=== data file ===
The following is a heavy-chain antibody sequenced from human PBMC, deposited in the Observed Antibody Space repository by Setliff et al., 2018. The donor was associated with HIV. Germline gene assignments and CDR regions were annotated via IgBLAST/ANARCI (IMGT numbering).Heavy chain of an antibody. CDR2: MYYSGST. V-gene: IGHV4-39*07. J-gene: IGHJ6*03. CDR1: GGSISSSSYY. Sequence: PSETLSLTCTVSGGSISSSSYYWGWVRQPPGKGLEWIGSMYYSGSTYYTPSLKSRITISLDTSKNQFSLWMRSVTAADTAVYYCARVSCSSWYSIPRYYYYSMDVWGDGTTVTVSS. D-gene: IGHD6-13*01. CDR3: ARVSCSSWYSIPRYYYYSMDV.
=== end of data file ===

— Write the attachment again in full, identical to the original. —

The following is a heavy-chain antibody sequenced from human PBMC, deposited in the Observed Antibody Space repository by Setliff et al., 2018. The donor was associated with HIV. Germline gene assignments and CDR regions were annotated via IgBLAST/ANARCI (IMGT numbering).Heavy chain of an antibody. CDR2: MYYSGST. V-gene: IGHV4-39*07. J-gene: IGHJ6*03. CDR1: GGSISSSSYY. Sequence: PSETLSLTCTVSGGSISSSSYYWGWVRQPPGKGLEWIGSMYYSGSTYYTPSLKSRITISLDTSKNQFSLWMRSVTAADTAVYYCARVSCSSWYSIPRYYYYSMDVWGDGTTVTVSS. D-gene: IGHD6-13*01. CDR3: ARVSCSSWYSIPRYYYYSMDV.